Warm with these generous sentiments, Tetrica came forth into the world, in which she endeavoured to force respect by haughtiness of mien and vehemence of language; but having neither birth, beau. ty, nor wit, in any uncommon degree, she suffered such mortifications from those who thought them. selves at liberty to return her insults, as reduced her turbulence to cooler malignity, and taught her to practise her arts of vexation only where she might hope to tyrannize without resistance. tinued from her twentieth to her fifty-fifth year to torment all her inferiors with so much diligence, that she has formed a principle of disapprobation, and finds in every place something to grate her mind, and disturb her quiet.
If she takes the air, she is offended with the heat or cold, the glare of the sun, or the gloom of the clouds; if she makes a visit, the room in which she
is to be received, is too light, or too dark, or fur. nished with something which she cannot see with. out aversion. Her tea is never of the right sort;. the figures on the China give her disgust. Where there are children, she hates the gabble of brats; where there are none, she cannot bear a place without some cheerfulness and rattle. If many servants are kept in a house, she never fails to tell how lord Lavish was ruined by a numerous retinue ; if few, she relates the story of a miser that made his com. pany wait on themselves. She quarrelled with one family, because she had an unpleasant view from their windows; with another, because the squirrel Jeaped within two yards of her; and with a third, because she could not bear the noise of the parrot.
Of milliners and mantua-makers she is the proverbial torment. She com pels them to alter their work, then to unmake it, and contrive it after another fashion; then changes her mind, and likes it better as it was at first; then will have a small improvement. Thus she proceeds till no profit can recompense the vexation; they at last leave the clothes at her house, and refuse to serve her. Her maid, the only being that can endure her tyranny, professes to take her own course, and hear her mistress talk. Such is the consequence of peevishness; it can be borne only when it is despised.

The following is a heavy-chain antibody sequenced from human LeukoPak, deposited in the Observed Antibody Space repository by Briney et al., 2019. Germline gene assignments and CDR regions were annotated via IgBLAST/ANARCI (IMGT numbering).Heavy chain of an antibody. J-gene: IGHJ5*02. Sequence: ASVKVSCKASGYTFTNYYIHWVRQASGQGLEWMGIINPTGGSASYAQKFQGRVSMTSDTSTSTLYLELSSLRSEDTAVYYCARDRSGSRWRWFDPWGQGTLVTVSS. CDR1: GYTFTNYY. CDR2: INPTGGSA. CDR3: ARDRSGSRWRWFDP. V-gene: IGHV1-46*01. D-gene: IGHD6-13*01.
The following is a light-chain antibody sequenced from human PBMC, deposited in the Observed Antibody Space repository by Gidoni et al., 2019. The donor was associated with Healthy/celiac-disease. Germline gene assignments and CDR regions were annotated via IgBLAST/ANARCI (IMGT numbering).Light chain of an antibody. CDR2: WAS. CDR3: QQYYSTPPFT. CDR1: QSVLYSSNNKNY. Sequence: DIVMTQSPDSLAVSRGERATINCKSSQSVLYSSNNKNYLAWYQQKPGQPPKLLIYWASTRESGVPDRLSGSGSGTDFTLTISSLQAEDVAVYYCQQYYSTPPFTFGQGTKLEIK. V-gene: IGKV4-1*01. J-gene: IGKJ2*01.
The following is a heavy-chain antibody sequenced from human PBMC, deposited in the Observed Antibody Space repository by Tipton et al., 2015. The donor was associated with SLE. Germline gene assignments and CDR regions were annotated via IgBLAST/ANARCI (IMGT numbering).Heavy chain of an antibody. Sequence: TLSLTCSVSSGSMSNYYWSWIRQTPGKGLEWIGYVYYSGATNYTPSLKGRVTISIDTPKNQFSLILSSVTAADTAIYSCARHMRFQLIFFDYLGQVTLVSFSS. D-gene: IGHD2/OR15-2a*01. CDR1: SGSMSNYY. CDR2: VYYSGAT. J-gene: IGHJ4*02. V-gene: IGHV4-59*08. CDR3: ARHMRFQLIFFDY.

It sometimes happens that too close an atten. tion to minute exactness, or a too rigorous habit of examining every thing by the standard of perfection, vitiates the temper, rather than improves the understanding, and teaches the mind to discern faults with unhappy penetration. It is incident likewise to men of vigorous imagination to please themselves too much with futurities, and to fret ber cause those expectations are disappointed, which should never have been formed. Knowledge and genius are often enemies to quiet, by suggesting ideas of excellence, which men and the performances of men cannot attain. But let no man rashly determine, that his unwillingness to be pleased is a proof of understanding, unless his superiority appears from less doubtful evidence; for though peevishness may sometimes justly boast its descent from learning or from wit, is much oftener of base extraction, the child of vanity, and nursling of ignore ance,